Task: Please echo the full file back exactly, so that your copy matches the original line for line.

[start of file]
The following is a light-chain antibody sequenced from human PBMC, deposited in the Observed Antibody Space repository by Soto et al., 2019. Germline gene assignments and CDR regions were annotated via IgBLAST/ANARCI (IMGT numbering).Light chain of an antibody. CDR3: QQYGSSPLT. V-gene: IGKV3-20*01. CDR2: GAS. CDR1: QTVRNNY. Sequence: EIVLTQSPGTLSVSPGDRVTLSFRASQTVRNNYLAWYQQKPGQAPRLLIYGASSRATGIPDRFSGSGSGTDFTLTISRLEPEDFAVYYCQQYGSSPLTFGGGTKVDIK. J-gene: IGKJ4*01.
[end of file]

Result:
The following is a light-chain antibody sequenced from human PBMC, deposited in the Observed Antibody Space repository by Soto et al., 2019. Germline gene assignments and CDR regions were annotated via IgBLAST/ANARCI (IMGT numbering).Light chain of an antibody. CDR3: QQYGSSPLT. V-gene: IGKV3-20*01. CDR2: GAS. CDR1: QTVRNNY. Sequence: EIVLTQSPGTLSVSPGDRVTLSFRASQTVRNNYLAWYQQKPGQAPRLLIYGASSRATGIPDRFSGSGSGTDFTLTISRLEPEDFAVYYCQQYGSSPLTFGGGTKVDIK. J-gene: IGKJ4*01.